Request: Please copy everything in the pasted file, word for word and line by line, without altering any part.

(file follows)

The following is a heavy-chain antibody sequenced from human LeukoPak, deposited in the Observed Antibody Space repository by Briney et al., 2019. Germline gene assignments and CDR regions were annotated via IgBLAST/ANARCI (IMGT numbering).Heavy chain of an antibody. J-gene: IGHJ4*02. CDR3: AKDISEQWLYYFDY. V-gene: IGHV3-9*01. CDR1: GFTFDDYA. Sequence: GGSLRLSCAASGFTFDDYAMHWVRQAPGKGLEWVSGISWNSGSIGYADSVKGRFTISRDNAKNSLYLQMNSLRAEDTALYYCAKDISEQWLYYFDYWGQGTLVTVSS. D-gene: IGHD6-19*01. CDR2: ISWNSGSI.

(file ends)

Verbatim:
The following is a heavy-chain antibody sequenced from human LeukoPak, deposited in the Observed Antibody Space repository by Briney et al., 2019. Germline gene assignments and CDR regions were annotated via IgBLAST/ANARCI (IMGT numbering).Heavy chain of an antibody. J-gene: IGHJ4*02. CDR3: AKDISEQWLYYFDY. V-gene: IGHV3-9*01. CDR1: GFTFDDYA. Sequence: GGSLRLSCAASGFTFDDYAMHWVRQAPGKGLEWVSGISWNSGSIGYADSVKGRFTISRDNAKNSLYLQMNSLRAEDTALYYCAKDISEQWLYYFDYWGQGTLVTVSS. D-gene: IGHD6-19*01. CDR2: ISWNSGSI.